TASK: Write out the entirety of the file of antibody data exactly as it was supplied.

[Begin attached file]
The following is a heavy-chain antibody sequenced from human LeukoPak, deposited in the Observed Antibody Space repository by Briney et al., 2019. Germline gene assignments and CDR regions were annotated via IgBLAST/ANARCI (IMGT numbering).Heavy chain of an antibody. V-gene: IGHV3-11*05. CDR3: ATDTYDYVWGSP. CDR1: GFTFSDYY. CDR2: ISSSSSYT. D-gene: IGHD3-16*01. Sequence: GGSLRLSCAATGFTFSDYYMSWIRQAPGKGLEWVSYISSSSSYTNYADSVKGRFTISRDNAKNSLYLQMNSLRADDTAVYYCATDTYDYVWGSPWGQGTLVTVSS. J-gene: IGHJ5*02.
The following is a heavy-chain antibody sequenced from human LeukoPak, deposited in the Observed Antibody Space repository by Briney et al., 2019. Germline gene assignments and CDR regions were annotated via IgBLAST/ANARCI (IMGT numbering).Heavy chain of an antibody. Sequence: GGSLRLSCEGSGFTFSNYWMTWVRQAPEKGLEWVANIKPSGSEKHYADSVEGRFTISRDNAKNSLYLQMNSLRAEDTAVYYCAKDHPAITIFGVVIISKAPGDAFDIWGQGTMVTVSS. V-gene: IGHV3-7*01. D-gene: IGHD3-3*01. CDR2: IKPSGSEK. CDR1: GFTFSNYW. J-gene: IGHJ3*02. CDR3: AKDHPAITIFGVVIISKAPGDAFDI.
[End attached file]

The following is a heavy-chain antibody sequenced from human LeukoPak, deposited in the Observed Antibody Space repository by Briney et al., 2019. Germline gene assignments and CDR regions were annotated via IgBLAST/ANARCI (IMGT numbering).Heavy chain of an antibody. V-gene: IGHV3-11*05. CDR3: ATDTYDYVWGSP. CDR1: GFTFSDYY. CDR2: ISSSSSYT. D-gene: IGHD3-16*01. Sequence: GGSLRLSCAATGFTFSDYYMSWIRQAPGKGLEWVSYISSSSSYTNYADSVKGRFTISRDNAKNSLYLQMNSLRADDTAVYYCATDTYDYVWGSPWGQGTLVTVSS. J-gene: IGHJ5*02.
The following is a heavy-chain antibody sequenced from human LeukoPak, deposited in the Observed Antibody Space repository by Briney et al., 2019. Germline gene assignments and CDR regions were annotated via IgBLAST/ANARCI (IMGT numbering).Heavy chain of an antibody. Sequence: GGSLRLSCEGSGFTFSNYWMTWVRQAPEKGLEWVANIKPSGSEKHYADSVEGRFTISRDNAKNSLYLQMNSLRAEDTAVYYCAKDHPAITIFGVVIISKAPGDAFDIWGQGTMVTVSS. V-gene: IGHV3-7*01. D-gene: IGHD3-3*01. CDR2: IKPSGSEK. CDR1: GFTFSNYW. J-gene: IGHJ3*02. CDR3: AKDHPAITIFGVVIISKAPGDAFDI.